I wrote an essay about time, and a trusted reader sent me an urgent email: “Call me as soon as you get up. I want to talk to you about your essay.”
Clearly this meant that she had qualms about the piece, but the strength of her reaction surprised me: “It’s so negative, and you sound so unhappy, about life and about yourself. I really don’t think you should publish this. It’s very unflattering to you.” Hmm. My trusted reader used the same word for my essay that she has always enjoyed when I shop with her for clothes, gravitating towards wild stripes and colors that often don’t suit my short body.
Now, I happen to know that this particular reader wants the best possible outcome for me, always: there’s no remote ambivalence or ulterior motive. I might even say that she has known me longer than I’ve known myself, but that’s a huge leap with many assumptions. It’s certainly possible to believe this, though, which should give a sense for just how close she is to me.
I had to decide how to respond. I could ignore these comments and just send the essay out for everyone’s pleasure or pain, or I could think about writing something new. Thing is, my reader and I have the same ultimate goals for me, and I always take her advice seriously, even if I go my own way in the end.
She thought I should be more positive. But I’m writing about time. Time! Is it just me, or is time the biggest problem most of us face? Whether from the large-scale view of an entire life or a snapshot of an afternoon when you’re running late, time usually seems to be doled out too skimpily.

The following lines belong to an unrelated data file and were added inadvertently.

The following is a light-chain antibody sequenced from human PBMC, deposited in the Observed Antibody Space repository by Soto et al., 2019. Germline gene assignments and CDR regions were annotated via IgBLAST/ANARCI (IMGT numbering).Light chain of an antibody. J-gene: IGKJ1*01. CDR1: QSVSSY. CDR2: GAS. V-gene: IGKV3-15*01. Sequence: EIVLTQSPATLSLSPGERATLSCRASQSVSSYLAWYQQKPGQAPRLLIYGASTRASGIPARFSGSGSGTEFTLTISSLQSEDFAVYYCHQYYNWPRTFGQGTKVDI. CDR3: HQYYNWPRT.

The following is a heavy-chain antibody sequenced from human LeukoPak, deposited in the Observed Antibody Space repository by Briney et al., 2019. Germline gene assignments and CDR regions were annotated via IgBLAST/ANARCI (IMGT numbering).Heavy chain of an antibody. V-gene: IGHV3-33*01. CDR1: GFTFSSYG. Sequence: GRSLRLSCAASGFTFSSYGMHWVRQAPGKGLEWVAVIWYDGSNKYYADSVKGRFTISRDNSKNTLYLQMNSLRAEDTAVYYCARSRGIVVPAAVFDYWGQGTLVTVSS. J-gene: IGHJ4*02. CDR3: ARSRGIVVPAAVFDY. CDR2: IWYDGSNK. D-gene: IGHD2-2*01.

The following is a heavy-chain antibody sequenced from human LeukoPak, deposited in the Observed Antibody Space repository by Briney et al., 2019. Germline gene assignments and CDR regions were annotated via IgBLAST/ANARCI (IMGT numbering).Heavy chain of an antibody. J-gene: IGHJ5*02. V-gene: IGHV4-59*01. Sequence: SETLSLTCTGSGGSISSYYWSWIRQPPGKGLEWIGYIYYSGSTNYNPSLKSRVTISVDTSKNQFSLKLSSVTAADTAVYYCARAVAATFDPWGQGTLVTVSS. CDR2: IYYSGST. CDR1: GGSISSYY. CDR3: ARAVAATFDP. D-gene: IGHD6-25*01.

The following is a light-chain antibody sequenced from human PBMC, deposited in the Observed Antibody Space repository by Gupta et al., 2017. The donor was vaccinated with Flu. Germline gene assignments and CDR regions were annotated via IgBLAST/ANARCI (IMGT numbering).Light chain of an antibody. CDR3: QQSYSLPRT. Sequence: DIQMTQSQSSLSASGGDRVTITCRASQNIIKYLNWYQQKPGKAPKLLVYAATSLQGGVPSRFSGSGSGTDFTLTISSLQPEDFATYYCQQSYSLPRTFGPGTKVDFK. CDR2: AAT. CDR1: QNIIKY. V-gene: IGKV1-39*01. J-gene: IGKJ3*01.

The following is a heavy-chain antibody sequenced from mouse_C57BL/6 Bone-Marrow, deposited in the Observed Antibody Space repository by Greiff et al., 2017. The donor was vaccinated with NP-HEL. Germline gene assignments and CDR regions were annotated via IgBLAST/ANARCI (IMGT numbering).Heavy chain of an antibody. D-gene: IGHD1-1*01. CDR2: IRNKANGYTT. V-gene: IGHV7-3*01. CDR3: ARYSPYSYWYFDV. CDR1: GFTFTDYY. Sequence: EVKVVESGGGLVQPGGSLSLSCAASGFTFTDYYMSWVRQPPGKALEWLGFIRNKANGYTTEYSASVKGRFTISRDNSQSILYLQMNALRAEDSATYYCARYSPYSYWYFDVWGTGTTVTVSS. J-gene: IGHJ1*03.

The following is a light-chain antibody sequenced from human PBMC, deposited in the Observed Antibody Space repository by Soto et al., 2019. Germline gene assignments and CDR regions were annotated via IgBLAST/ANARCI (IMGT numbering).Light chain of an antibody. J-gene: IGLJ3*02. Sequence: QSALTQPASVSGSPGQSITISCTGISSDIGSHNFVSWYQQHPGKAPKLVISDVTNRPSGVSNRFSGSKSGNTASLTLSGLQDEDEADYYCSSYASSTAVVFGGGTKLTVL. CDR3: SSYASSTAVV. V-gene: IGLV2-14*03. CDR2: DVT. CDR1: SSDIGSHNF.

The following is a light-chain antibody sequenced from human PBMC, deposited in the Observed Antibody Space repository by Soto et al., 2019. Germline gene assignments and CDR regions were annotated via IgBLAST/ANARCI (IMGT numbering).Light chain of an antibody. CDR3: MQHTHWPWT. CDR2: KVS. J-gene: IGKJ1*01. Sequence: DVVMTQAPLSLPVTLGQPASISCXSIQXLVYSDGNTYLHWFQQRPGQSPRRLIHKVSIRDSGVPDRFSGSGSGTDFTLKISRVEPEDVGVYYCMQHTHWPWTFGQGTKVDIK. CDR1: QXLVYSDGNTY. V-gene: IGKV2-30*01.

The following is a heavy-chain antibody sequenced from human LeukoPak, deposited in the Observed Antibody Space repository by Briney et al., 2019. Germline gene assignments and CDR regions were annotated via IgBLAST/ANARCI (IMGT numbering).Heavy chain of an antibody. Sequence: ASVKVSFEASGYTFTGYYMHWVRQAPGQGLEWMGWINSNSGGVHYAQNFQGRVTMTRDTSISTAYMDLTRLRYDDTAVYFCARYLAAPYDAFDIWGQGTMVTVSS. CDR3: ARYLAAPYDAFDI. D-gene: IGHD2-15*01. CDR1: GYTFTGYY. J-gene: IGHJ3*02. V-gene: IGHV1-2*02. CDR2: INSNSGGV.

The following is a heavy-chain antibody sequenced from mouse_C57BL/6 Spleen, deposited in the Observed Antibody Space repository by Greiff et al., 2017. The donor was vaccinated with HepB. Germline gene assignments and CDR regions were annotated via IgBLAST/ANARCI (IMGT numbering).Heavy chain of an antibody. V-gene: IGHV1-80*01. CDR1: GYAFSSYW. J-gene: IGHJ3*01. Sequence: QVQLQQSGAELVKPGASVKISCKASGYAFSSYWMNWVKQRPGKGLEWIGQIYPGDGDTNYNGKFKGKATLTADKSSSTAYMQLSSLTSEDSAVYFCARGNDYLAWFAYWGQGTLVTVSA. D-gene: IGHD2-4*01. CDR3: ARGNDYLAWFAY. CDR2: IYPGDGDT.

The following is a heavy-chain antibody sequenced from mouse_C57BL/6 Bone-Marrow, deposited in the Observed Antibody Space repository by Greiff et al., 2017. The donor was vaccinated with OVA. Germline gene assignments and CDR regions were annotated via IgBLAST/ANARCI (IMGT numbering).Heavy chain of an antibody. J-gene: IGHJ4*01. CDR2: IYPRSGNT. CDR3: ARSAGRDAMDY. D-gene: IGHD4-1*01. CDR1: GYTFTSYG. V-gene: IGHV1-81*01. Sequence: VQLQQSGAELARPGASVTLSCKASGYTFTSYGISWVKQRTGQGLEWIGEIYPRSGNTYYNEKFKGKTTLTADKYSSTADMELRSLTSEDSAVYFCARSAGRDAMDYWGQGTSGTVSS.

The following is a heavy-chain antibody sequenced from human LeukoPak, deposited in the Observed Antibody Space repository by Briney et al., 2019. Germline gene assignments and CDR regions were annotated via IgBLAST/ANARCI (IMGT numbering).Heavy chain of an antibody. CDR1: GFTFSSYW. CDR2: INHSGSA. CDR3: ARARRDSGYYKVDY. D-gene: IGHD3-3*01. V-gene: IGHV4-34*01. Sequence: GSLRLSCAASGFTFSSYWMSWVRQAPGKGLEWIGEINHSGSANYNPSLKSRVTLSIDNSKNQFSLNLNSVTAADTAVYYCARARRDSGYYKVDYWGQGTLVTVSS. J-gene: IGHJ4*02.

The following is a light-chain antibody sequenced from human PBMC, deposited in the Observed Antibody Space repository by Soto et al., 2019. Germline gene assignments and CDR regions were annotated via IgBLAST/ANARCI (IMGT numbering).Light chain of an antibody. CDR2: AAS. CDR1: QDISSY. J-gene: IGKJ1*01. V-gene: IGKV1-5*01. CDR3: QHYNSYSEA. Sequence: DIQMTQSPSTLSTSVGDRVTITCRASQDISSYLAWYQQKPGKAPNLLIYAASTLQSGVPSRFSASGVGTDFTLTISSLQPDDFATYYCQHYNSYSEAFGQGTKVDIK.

Often, though, when people I trust comment about my writing, telling me what they missed or disliked, I wind up rethinking, even when my first reaction is to stick with my initial creation, unchanged. My mind is always shifting, always moving towards some new idea. This morning, I thought I could never be positive about time. I went outside, took a walk, ordered a bowl of Japanese ramen, bought an intriguing-looking bar of white chocolate for later, and returned to my apartment. An uncharacteristic wave of fatigue overtook me, and I got into bed for a few minutes. Weirdly, my trusted reader called before any sleep could happen, even though we’d already spoken today. Though she didn’t say it, I think she felt guilty about panning my essay and pushing me to do more work when I thought I was finished.
When I got out of bed, I had some new thoughts about time: ones that didn’t make me cry (the first essay had me on the verge of it). An even newer thought occurred to me just now: time, essentially, is what brought me these new ideas. Something had to pass to allow my brain to percolate and create something new out of something that was, admittedly, quite dark. If I had stayed exactly the same, no new notions would have come. Time elapsed between one state and the next — or, more accurately, time facilitated a gradual change that culminated in some new ideas. I would never extrapolate from this to say that aging, illness, death, waning opportunities, and other problems entwined with the passage of time are positive forces, but I have to give a certain amount of credit when it’s warranted.